The next two pages I laid it out. If I had free-reign (ha ha ha, silly writer, that’s your piece of shit you DO have free-reign!) I would change that girl so she wasn’t such a sniveling idiot. I would make her stand up and leave. I’d give her a bigger threat to face on her own. I’d make her tougher. I’d make that boy of hers not be such a fucking mess. She’s already had to clean up enough messes.

Etc.

Now, I’m starting to like these characters. They’ve gone from wet mops to warm bread dough, bubbling with potential and depth…but still not as formed as I would like.

And here’s what I discovered after getting real and hard with myself (whoo…that sounds naughty). I can write and edit a piece of…er…work… a million times, but if I don’t really love the characters, the story won’t follow. I have to believe in them. I have to love and hate them. Not just have them on a page to hold space while the weak plot tries to build a book around them.

This week, I encourage you to take a scene that’s not working, a novel, a short story, a poem…whatever it is that’s sticking in your craw lately, and get brutal. Be fucking horrible to the work and to your part in it. Own your shit-fest and stop tip-toeing around it. The first step to fixing a problem is admitting you have one. The next step is tearing it down to the foundation of what you’re trying to do, and building it up better, stronger, more beautiful.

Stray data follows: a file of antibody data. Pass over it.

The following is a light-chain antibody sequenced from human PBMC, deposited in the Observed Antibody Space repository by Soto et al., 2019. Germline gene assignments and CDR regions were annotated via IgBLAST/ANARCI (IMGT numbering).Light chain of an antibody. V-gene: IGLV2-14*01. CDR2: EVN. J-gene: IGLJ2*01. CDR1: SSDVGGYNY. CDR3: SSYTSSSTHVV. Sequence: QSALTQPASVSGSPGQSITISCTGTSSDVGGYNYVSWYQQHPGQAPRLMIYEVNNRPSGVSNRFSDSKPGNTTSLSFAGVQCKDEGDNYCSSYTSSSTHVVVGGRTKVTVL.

Don’t be afraid. You have free-reign writer, to change, to destroy, to rebuild. And if you find, after tearing it apart that there is nothing that can save it, that you don’t have any love for the idea or characters, get yourself some gasoline and a dumpster. Because those horrible little projects that we don’t love enough to stick with will only serve as anchors that tie us to mistakes we need to move past.

Re-write or destroy, but don’t stay stagnant with your writing, or it may just cripple your creativity until you never pick up a pen again.

The Power of A Flat Character

Hey kids! Today’s blog is all about writing, specifically pinpointing a very prevalent problem novelists face.

Flat characters.

Now, most of my novels are character driven. That is to say, I begin with a person. A beautifully flawed and imperfect hero who has a problem. Hopefully a big problem. (If they don’t have a reason to cry, by God, I’ll give them one!) And normally, not to pat myself on the back, I can write a pretty interesting character. Someone readers want to follow through the ups and downs of plot arcs.